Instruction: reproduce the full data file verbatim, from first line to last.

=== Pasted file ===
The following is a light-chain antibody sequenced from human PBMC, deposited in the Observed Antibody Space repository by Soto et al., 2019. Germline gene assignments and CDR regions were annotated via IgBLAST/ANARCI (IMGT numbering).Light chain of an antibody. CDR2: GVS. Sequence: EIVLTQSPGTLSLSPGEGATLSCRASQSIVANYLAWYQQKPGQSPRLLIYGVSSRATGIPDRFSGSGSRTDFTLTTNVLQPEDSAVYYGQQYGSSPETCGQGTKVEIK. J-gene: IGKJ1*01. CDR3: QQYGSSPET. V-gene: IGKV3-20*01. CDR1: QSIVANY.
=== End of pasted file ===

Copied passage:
The following is a light-chain antibody sequenced from human PBMC, deposited in the Observed Antibody Space repository by Soto et al., 2019. Germline gene assignments and CDR regions were annotated via IgBLAST/ANARCI (IMGT numbering).Light chain of an antibody. CDR2: GVS. Sequence: EIVLTQSPGTLSLSPGEGATLSCRASQSIVANYLAWYQQKPGQSPRLLIYGVSSRATGIPDRFSGSGSRTDFTLTTNVLQPEDSAVYYGQQYGSSPETCGQGTKVEIK. J-gene: IGKJ1*01. CDR3: QQYGSSPET. V-gene: IGKV3-20*01. CDR1: QSIVANY.